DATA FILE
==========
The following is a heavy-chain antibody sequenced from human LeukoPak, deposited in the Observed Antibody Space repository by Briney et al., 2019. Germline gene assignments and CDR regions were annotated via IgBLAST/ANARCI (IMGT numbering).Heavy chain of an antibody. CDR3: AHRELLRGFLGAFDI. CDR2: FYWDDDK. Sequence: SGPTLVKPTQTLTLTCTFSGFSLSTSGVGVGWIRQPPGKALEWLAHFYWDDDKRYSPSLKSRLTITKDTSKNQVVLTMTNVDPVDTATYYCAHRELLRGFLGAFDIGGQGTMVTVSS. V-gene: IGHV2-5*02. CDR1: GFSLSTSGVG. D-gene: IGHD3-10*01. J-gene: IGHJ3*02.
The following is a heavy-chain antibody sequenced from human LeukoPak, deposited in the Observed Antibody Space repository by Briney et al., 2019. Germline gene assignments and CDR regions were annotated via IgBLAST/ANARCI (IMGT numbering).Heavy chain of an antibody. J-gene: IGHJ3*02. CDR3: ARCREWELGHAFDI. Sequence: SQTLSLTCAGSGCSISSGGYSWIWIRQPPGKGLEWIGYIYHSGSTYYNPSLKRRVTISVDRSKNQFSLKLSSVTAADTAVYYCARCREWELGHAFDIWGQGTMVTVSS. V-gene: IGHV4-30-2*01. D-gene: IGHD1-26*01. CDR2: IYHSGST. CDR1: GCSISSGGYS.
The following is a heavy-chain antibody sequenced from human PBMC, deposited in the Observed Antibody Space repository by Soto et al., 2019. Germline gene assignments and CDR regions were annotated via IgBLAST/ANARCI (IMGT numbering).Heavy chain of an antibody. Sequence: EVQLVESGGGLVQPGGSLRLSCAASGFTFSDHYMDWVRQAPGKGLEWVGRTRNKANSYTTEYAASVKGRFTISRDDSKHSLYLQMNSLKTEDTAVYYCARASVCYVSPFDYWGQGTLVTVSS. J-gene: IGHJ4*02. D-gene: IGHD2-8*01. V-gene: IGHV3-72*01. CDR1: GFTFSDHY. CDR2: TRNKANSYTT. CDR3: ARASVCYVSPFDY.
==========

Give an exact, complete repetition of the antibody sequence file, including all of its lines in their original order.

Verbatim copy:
The following is a heavy-chain antibody sequenced from human LeukoPak, deposited in the Observed Antibody Space repository by Briney et al., 2019. Germline gene assignments and CDR regions were annotated via IgBLAST/ANARCI (IMGT numbering).Heavy chain of an antibody. CDR3: AHRELLRGFLGAFDI. CDR2: FYWDDDK. Sequence: SGPTLVKPTQTLTLTCTFSGFSLSTSGVGVGWIRQPPGKALEWLAHFYWDDDKRYSPSLKSRLTITKDTSKNQVVLTMTNVDPVDTATYYCAHRELLRGFLGAFDIGGQGTMVTVSS. V-gene: IGHV2-5*02. CDR1: GFSLSTSGVG. D-gene: IGHD3-10*01. J-gene: IGHJ3*02.
The following is a heavy-chain antibody sequenced from human LeukoPak, deposited in the Observed Antibody Space repository by Briney et al., 2019. Germline gene assignments and CDR regions were annotated via IgBLAST/ANARCI (IMGT numbering).Heavy chain of an antibody. J-gene: IGHJ3*02. CDR3: ARCREWELGHAFDI. Sequence: SQTLSLTCAGSGCSISSGGYSWIWIRQPPGKGLEWIGYIYHSGSTYYNPSLKRRVTISVDRSKNQFSLKLSSVTAADTAVYYCARCREWELGHAFDIWGQGTMVTVSS. V-gene: IGHV4-30-2*01. D-gene: IGHD1-26*01. CDR2: IYHSGST. CDR1: GCSISSGGYS.
The following is a heavy-chain antibody sequenced from human PBMC, deposited in the Observed Antibody Space repository by Soto et al., 2019. Germline gene assignments and CDR regions were annotated via IgBLAST/ANARCI (IMGT numbering).Heavy chain of an antibody. Sequence: EVQLVESGGGLVQPGGSLRLSCAASGFTFSDHYMDWVRQAPGKGLEWVGRTRNKANSYTTEYAASVKGRFTISRDDSKHSLYLQMNSLKTEDTAVYYCARASVCYVSPFDYWGQGTLVTVSS. J-gene: IGHJ4*02. D-gene: IGHD2-8*01. V-gene: IGHV3-72*01. CDR1: GFTFSDHY. CDR2: TRNKANSYTT. CDR3: ARASVCYVSPFDY.